April 23, 2021

# On Information Theoretic Bounds for SGD

Few days ago we had a talk by Gergely Neu, who presented his recent work:

I'm writing this post mostly to annoy him, by presenting this work using super hand-wavy intuitions and cartoon figures. If this isn't enough, I will even find a way to mention GANs in this context.

But truthfully, I'm just excited because for once, there is a little bit of learning theory that I half-understand, at least at an intuitive level, thanks to its reliance on KL divergences and the mutual information.

## A simple  guessing game

Let's start this with a simple thought experiment to illustrate why and how mutual information may be useful in describing an algorithm's ability to generalize. Say we're given two datasets, $\mathcal{D}_{train}$ and  $\mathcal{D}_{test}$, of the same size for simplicity. We play the following game: we both have access to $\mathcal{D}_{train}$ and  $\mathcal{D}_{test}$, and we both know what learning algorithm, $\operatorname{Alg}$ we're going to use.

Now I toss a coin  and I keep the result (recorded as random variable $Y$) a secret. If it's heads, I run $\operatorname{Alg}$ on the training set $\mathcal{D}_{train}$. If it's tails, I run $\operatorname{Alg}$ on the test data $\mathcal{D}_{test}$ instead. I don't tell you which of these I did, I only reveal to you the final parameter value $W$. Can you guess, just by looking at $W$, whether I trained on training or test data?

If you cannot guess $Y$, that means that the algorithm returns the same random $W$ irrespective of whether you train it on training or test data. So the training and test losses become interchangeable. This implies that the algorithm will generalize very well (on average) and not overfit to the data it's trained on.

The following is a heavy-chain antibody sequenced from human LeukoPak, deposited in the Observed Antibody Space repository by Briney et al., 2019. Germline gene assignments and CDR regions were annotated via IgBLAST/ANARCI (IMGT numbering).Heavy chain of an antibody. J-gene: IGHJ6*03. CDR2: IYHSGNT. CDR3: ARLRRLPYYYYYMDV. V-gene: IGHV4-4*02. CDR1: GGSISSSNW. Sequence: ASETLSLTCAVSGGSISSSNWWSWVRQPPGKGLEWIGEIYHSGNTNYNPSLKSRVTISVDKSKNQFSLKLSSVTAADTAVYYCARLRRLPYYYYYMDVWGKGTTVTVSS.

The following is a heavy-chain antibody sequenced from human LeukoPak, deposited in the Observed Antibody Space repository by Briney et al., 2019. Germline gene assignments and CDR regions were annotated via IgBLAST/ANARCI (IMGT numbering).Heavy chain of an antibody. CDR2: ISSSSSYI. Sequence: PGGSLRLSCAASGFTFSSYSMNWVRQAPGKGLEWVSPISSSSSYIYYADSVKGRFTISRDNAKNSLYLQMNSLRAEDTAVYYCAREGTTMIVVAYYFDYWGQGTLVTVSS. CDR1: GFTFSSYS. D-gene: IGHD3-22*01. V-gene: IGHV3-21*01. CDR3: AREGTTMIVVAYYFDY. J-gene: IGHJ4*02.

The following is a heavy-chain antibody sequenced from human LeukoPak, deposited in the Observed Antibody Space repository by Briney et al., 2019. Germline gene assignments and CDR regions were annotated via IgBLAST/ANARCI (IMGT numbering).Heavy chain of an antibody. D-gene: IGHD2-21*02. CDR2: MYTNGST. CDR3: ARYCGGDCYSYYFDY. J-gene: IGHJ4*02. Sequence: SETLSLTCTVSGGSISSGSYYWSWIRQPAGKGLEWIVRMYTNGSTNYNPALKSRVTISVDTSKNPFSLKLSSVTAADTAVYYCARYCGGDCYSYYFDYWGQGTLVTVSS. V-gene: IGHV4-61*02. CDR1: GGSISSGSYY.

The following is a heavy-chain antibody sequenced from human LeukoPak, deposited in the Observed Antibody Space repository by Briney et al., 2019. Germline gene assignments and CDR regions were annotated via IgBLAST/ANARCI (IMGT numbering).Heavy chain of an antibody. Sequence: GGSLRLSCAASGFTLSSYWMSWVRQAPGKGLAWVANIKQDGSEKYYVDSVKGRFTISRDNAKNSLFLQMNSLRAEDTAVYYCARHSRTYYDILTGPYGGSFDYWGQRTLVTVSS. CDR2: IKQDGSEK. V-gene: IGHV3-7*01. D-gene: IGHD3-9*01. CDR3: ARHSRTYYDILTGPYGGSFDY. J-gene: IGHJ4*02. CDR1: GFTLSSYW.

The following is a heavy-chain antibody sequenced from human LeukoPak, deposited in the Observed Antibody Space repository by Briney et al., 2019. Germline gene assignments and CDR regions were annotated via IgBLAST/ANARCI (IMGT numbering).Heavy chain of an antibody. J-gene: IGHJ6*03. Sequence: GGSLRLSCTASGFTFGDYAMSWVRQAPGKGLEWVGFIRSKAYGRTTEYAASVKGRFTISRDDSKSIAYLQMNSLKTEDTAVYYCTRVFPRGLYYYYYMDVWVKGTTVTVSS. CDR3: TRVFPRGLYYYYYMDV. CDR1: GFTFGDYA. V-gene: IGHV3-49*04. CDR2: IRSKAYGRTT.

The mutual information, in this case between $W$ and $Y$ quantifies your theoretical ability to guess $Y$ from $W$. The higher this value is, the easier it is to tell which dataset the algorithm was trained on. If it's easy to reverse engineer my coin toss from parameters, it means that the algorithm's output is very sensitive to the input dataset it's trained on. And that likely implies poor generalization.

Note by: an algorithm generalizing well on average doesn't mean it works well on average. It just means that there won't be a large gap between the expected training and expected test error. Take for example an algorithm returns a randomly initialized neural network, without even touching the data. That algorithm generalizes extremely well on average: it does just as poorly on test data as it does on training data.

## Illustrating this in more detail

Below is an illustration of my thought experiment for SGD.

In the top row, I doodled the distribution of the parameter $W_t$ at various timesteps $t=0,1,2,\ldots,T$ of SGD. We start the algorithm by initializing $W$ randomly from a Gaussian (left panel). Then, each stochastic gradient update changes the distribution of $W_t$ a bit compared to the distribution of $W_{t-1}$. How the shape of the distribution changes depends on the data we use in the SGD steps. In the top row, let's say I ran SGD on $\mathcal{D}_{train}$ and in the bottom, I run it on $\mathcal{D}_{test}$. The distibutions $p(W_t\vert \mathcal{D})$ I drew here describe where the SGD iterate is likely to be after $t$ steps of SGD started from random initialization. They are not to be confused with Bayesian posteriors, for example.